Warrent and Order Detaining Henry and William Phelps' Ships
Before a ship could depart England in the mid-1600s with passengers for "foreign plantations," it was customary to require the ships' masters to provide a bond of "one hundred ponds a piece." The bond was a surety that the ships' masters would cause to be observed and execute the following requirements:
Each and every person aboard their ships—
"...that shall blaspheme or profane the Holy name of God be severely punish't."
"That they cause the Prayers contained in the Book of Common Prayers establisht in the Church of England to be said daily at the usual hours for Morning & Evening Prayers & that they shall cause all Persons aboard their said Ships to be present at the same."
"That they do not receive aboard or transport any Person that hath not Certificate from the Officers of the Port where he is to imbarke that he hath taken both the Oathes of Alleigeance & Supremacy."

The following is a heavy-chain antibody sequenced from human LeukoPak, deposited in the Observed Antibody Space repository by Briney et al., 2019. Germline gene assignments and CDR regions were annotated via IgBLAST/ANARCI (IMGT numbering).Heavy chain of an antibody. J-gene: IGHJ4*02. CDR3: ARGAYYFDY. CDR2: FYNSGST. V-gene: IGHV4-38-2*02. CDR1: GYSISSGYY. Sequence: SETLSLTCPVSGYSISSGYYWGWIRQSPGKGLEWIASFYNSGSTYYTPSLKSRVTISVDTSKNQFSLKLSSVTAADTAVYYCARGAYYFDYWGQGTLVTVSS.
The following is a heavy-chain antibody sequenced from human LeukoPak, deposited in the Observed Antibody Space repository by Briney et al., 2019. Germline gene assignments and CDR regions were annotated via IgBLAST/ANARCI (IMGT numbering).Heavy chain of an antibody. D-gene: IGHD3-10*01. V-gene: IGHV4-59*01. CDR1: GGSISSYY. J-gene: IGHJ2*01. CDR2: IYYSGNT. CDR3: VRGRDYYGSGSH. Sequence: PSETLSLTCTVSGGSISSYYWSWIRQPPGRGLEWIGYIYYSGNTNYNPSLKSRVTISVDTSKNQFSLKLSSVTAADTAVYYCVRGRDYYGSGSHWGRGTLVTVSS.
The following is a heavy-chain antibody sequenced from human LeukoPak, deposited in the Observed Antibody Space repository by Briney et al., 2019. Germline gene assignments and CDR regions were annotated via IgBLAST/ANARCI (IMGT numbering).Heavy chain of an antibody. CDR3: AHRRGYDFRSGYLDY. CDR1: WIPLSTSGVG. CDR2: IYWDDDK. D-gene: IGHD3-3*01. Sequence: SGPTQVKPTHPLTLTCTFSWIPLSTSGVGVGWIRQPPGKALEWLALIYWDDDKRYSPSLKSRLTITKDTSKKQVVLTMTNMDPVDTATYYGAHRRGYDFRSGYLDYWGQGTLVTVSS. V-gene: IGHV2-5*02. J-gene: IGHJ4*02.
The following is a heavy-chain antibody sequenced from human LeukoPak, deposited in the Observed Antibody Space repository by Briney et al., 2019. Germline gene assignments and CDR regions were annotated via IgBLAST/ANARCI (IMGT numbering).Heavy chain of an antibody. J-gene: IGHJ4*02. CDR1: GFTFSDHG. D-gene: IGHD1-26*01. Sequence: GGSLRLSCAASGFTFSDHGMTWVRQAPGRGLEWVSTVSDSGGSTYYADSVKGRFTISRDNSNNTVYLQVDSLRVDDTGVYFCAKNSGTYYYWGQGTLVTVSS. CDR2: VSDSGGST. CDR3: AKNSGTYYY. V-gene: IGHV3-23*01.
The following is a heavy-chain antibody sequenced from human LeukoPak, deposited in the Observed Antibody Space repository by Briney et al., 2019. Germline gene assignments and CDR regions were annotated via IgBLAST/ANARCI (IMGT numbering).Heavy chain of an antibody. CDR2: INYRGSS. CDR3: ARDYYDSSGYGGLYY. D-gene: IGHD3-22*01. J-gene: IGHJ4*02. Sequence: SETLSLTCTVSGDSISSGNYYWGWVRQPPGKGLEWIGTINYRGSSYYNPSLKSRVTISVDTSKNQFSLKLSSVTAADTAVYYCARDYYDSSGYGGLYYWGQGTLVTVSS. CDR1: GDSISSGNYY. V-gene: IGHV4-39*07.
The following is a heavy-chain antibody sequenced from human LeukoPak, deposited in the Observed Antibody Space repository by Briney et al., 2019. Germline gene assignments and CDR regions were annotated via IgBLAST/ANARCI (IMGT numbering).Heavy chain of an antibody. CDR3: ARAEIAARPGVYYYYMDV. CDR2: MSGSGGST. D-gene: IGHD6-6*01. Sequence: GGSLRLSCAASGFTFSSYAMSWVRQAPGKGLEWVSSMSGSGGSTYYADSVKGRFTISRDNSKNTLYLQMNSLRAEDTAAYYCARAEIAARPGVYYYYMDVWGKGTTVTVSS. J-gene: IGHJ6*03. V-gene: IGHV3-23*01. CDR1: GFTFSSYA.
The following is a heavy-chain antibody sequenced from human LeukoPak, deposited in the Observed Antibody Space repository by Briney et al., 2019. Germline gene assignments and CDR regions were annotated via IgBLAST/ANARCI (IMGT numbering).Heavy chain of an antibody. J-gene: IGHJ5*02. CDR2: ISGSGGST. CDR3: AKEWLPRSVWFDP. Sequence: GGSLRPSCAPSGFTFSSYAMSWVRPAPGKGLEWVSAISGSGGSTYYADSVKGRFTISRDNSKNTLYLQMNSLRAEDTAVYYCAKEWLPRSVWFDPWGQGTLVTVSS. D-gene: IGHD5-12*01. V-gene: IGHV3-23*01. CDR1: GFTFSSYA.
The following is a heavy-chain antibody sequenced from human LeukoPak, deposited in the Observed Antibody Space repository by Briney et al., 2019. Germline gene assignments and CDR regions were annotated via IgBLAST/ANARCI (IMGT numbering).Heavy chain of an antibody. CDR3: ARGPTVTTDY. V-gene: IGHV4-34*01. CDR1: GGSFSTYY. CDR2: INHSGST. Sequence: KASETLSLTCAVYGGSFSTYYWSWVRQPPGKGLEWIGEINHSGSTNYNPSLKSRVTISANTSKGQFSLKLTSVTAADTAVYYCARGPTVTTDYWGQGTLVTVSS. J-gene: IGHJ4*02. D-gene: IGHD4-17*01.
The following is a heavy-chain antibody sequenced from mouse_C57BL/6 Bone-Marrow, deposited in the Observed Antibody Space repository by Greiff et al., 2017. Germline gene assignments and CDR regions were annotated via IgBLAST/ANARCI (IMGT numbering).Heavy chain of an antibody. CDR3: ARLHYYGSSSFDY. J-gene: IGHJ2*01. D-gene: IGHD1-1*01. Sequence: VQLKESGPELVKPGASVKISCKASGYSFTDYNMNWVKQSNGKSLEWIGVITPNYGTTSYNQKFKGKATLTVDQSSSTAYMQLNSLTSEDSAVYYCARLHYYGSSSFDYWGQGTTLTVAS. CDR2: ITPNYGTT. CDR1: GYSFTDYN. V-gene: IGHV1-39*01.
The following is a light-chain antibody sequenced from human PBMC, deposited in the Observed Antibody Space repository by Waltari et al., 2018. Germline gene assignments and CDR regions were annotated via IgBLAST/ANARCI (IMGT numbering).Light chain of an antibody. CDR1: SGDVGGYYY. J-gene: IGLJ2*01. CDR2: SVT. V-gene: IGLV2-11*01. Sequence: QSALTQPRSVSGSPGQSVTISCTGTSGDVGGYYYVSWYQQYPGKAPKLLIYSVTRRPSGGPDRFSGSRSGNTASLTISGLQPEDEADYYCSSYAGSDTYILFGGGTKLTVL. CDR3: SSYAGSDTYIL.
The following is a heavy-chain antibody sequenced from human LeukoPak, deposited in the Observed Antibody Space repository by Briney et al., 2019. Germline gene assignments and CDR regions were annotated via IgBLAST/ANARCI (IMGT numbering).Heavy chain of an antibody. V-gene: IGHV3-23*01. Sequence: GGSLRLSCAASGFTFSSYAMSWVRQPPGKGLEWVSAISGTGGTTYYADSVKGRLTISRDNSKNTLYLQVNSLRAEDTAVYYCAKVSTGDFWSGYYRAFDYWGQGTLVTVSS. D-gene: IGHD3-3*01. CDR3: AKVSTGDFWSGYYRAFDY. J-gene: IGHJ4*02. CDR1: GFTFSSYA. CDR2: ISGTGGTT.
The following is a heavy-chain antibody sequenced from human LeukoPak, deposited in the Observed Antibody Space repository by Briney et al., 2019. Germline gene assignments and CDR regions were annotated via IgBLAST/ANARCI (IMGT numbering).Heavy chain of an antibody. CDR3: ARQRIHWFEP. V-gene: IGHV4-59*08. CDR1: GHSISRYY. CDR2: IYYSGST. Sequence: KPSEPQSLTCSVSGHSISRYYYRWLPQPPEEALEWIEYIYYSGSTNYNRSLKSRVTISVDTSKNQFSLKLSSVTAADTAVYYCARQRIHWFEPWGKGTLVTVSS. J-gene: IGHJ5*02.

"That upon their return into this Kingdom they Certify to the Board the names of all such Persons as they shall transport together with their Proceedings in the Execuc'on (execution) of the aforesaid Articles ...."
The Masters of the ships named below were called before the Board (Council), notified of the requirements for their voyages, and were each required to provide a bond of "One Hundred Pounds a piece". The bond was surety for them to observe, cause to be observed, and put into execution these requirements.
A Warrant was issued on February 22, 1633/4, to hold the departures of the following ships(1), which were in the Thames with the intended destination of New England:
- Clement & Job
- Elizabeth & Dorcas
- Elizabeth Bonadventure
- Hercules (carrying Henry Phelps)
- Mary & John (carrying William Phelps)
- Sea Flower
- True Love
The Masters of the named ships were called before the Board in late February, 1633/4, and notified of thse requirements. Each agreed to observe the requiements himself, to cause those aboard to do the same, and to execute them. Having paid the required bond, an Order in Council was issued to Gabriel Marsh, Esquire, Marshal of the Admiralty, and to all of His Majesty's officers to whom the Warrant had been directed. On receipt of the Order, they were to allow these ships to depart for New England.